Pointing out that the Constitution of the Maldives and other laws and regulations restricted freedom of religion, the report found the government to have enforced these in practice.

“The law prohibits citizens’ practice of any religion other than Islam and requires the government to exert control over all religious matters, including the practice of Islam. There were reports of societal abuses and discrimination based on religious affiliation, belief or practice,” the findings reported.

“There was an increasing trend among political leaders to call for greater limits on religious groups and activities. There was an increasing use of religion in political rhetoric, which led to derogatory statements about Christianity and Judaism, and harassment of citizens calling for a more tolerant interpretation of Islam. Anti-Semitic rhetoric among conservative parties continued.”

The report added that according to government records, all 350,800 citizens are required to be Muslim, with the majority of this number practicing Sunni Islam. Non-Muslim visitors to the country are only allowed to practice their religion in private, it added.

Increasing abuse of religious freedom

The US issued study claimed there was also an increase in reports of abuse of religious freedom, ranging from detention of individuals to pressure to conform to a stricter interpretation of the religion.

Pointing out that conversion to Islam from another religion can lead to the rescinding of the convert’s citizenship, the report stated that no such incidences were reported in 2012.

“The government subjected individuals who made public calls for religious tolerance to extended extrajudicial police detention”, the US State Department said in the report.  It added that the government had also “deported individuals found with Christian images” while detaining “several individuals for periods of several weeks on charges of ‘anti Islamic’ behaviour before releasing or deporting them”.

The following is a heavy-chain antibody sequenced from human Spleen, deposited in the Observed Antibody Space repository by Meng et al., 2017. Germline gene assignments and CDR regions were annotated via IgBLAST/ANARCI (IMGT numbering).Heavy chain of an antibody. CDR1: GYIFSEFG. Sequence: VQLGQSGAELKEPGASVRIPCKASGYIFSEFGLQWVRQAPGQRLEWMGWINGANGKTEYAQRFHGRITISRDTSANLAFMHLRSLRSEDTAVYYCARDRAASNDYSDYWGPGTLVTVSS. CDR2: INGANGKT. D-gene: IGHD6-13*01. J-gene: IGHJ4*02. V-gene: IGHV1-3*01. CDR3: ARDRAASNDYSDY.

The report found that the government continued to control all religious matters, mainly through its Ministry of Islamic Affairs.

The State Department also stated that the Ministry published a weekly newsletter advocating a line of religion thought as that of the ministry itself.  The report added that government officials had said the newsletter was aimed at “maintaining a moderate Islamic environment.”

Banning ‘unauthorised gatherings’, state inaction against violence

The US State Department noted a number of incidences that occurred in 2012 to back its findings.

These included a government ban on discos and the deployment of police to conduct patrols to close down ‘unauthorised gatherings’. It also refers to the mob attack on the National Museum, which saw pre-Islamic artifacts destroyed. The attack occurred at the time of last year’s controversial power transfer on February 7.

“The ministry continued efforts to curb what it described as the ‘prevalence of un-Islamic practices’ in the country due to lack of religious awareness,” the US State Department claimed.

The report highlighted the case of a Bangladesh national who was kept in detention for 23 days prior to deportation, without being charged with any crime. According to the report, his employer alleged that he was deported after police discovered books on Christianity in his possession.